1. Technology
You can opt-out at any time. Please refer to our privacy policy for contact information.

Protect Your Home PC with a Defense in Depth Strategy

Keep hackers away from your computer's gooey center

By

Chain over laptop
Bariscan Celik/E+/Getty Images

Defense in Depth is a security strategy that focuses on having multiple layers of protection for your network and computers. The theory is that if one layer is breached, there are still more protection layers in place that an attacker must go through before they get to your computer. Each layer slows the attacker down as they try to overcome it. Hopefully the attacker will either give up and move on to another target or they will be detected before they can achieve their goal.

So how do you apply the concept of defense-in-depth strategy to your home network?

You can start by building virtual layers of protection for your network and the computers and other network devices behind it.

1. Purchase and install a Personal VPN account to a VPN-capable wireless or wired router

Virtual Private Networks (VPNs) allow for the encryption of all the traffic entering and leaving your network. They allow you to create a encrypted tunnel which can protect your privacy, provide anonymous browsing and have other great features as well. VPNs aren't just for rich corporations anymore. You can purchase a personal VPN account for as little as $5 a month from sites such as StrongVPN, WiTopia, and OverPlay.

The more sophisticated VPN providers allow you to install their VPN service on your VPN-capable internet router so that every device on your network is protected. Since the router does all the encryption and decryption work, you don't have to install VPN clients or reconfigure any of your PCs or mobile devices. The protection is virtually transparent, you won't notice anything except for some delay caused by the encryption and decryption process.

2. Secure Your DSL/Cable Modem behind a Router with a Firewall

Whether you opt for a VPN account or not, you should still use a network firewall.

If you only have one computer in your home and it's plugged directly into your ISP's DSL/Cable Modem then you are asking for trouble. You should add an inexpensive wired or wireless router with built-in firewall capability to provide you with an additional outer-layer of protection. Enable the router's "Stealth Mode" to help make your computers less visible to attackers.

3. Enable and configure your wireless/wired router's and PC's firewalls.

A firewall won't do you any good unless it's turned on and configured properly. Check your router manufacture's website for details on how to enable and configure your firewall.

Firewalls can prevent inbound attacks and can also prevent your computer from attacking other computers if it's already been compromised by a malware infection.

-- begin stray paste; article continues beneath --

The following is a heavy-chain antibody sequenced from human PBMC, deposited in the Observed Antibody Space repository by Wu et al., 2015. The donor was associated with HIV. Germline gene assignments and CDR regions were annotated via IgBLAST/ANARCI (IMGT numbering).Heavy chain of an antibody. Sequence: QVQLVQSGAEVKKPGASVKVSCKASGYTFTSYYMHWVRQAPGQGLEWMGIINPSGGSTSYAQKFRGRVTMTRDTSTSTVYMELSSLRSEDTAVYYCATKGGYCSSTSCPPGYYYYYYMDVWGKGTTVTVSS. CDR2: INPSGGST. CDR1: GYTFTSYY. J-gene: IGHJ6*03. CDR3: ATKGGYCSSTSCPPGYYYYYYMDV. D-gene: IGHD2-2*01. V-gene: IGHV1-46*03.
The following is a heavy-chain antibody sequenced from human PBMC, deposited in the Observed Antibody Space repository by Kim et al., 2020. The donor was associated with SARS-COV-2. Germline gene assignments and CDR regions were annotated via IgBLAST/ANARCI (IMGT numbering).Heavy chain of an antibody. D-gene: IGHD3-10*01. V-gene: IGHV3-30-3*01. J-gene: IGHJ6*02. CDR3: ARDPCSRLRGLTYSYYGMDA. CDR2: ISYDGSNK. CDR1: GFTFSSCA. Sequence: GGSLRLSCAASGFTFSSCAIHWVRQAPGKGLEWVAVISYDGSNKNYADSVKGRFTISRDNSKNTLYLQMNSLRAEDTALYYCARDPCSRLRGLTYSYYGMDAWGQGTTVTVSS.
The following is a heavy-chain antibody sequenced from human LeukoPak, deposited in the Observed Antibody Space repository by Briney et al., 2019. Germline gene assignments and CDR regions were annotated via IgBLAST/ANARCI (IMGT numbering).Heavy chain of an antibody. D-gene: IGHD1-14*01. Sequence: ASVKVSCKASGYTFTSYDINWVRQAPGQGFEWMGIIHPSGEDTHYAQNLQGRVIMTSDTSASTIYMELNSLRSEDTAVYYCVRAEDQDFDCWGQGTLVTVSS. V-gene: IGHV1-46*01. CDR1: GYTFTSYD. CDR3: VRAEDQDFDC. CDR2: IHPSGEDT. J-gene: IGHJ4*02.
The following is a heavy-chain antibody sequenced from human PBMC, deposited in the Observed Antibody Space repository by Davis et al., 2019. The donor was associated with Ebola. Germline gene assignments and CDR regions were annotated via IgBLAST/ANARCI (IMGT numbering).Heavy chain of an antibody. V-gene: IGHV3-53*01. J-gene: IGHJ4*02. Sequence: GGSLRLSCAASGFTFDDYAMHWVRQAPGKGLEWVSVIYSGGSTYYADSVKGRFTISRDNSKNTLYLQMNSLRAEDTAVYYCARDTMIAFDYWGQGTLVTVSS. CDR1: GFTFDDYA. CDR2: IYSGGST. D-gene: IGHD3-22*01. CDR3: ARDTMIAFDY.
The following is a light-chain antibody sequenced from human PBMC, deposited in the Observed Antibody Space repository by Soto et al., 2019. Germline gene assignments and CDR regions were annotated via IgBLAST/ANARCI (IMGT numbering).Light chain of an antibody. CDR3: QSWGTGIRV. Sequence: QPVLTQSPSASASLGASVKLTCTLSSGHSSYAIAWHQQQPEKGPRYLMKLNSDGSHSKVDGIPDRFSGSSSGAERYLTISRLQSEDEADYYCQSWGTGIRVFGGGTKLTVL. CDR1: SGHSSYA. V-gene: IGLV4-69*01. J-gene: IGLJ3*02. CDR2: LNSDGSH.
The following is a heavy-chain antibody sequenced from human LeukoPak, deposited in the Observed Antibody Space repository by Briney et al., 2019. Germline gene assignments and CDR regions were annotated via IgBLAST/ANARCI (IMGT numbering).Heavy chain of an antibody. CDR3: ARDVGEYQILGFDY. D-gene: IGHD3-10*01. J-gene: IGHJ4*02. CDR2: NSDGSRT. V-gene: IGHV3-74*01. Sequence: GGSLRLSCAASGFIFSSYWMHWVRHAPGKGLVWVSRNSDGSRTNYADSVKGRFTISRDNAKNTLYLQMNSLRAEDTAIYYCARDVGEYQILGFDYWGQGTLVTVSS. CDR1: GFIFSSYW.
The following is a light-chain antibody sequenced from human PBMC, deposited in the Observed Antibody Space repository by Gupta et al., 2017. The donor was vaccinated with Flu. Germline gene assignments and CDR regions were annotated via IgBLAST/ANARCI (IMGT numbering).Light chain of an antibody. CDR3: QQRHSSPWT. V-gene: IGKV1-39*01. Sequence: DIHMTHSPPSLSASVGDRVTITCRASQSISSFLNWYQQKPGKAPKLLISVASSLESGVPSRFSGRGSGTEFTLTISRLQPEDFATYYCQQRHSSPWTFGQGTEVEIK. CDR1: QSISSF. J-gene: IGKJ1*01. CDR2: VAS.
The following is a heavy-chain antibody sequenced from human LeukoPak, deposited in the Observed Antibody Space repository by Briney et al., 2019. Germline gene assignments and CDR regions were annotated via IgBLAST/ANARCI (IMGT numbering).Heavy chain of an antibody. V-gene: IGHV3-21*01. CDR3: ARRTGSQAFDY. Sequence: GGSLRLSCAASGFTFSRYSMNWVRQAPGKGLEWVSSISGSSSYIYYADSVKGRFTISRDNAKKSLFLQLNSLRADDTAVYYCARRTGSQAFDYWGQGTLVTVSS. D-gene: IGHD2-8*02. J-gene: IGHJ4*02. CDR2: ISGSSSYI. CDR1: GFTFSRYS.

You should also enable the firewall provided by your computer's operating system or use a third party firewall such as Zone Alarm or Webroot. Most computer-based firewalls will alert you of applications (and malware) that are trying to communicate to devices outside of your network. This could alert you to malware trying to send or receive data and allow you to shut it down before it does any damage. You should also periodically test your firewall to make sure it is doing its job

4. Install antivirus and anti-malware software

Everyone knows that virus protection is one of the basics that no one should be without. We all groan at paying $20 a year to update our antivirus software and many of us let it lapse. If you don't want to shell out cash for AV you can always opt for some of the great free products that are available such as AVG and AVAST.

Besides antivirus software you should also install anti-malware software such as MalwareBytes which checks for malware that is commonly missed by many antivirus programs.

5. Install a second opinion malware scanner

You should always have a secondary malware scanner because even the most popular antivirus / anti-malware scanner can miss something. A second opinion scanner is worth its weight in gold, especially if it finds something dangerous that your primary scanner missed. Make sure the secondary scanner is from a different vendor than your primary scanner.

6. Create strong passwords for all your accounts and network devices

A complex and lengthy password can be a real turn off to a hacker. All your passwords should be complex and long enough to avoid being broken by hackers and their rainbow table password cracking tools.

You should also ensure that your wireless network access password is not easily guessable. If it's too simple, you could end up with hackers and/or neighbors getting a free ride from leeching off your internet connection.

7. Encrypt your files at the disk and/or OS level

Take advantage of your OSes built in disk encryption features such as BitLocker in Windows, or FileVault in Mac OS X. Encryption helps to ensure that if your computer is stolen that your files will be unreadable by hackers and thieves. There are also free products like TrueCrypt that you can use to encrypt partitions or your entire disk.

There is no one perfect network defense strategy, but combining multiple layers of defense will provide redundant protection should one or more layers fail. Hopefully the hackers will get tired and move on.

©2014 About.com. All rights reserved.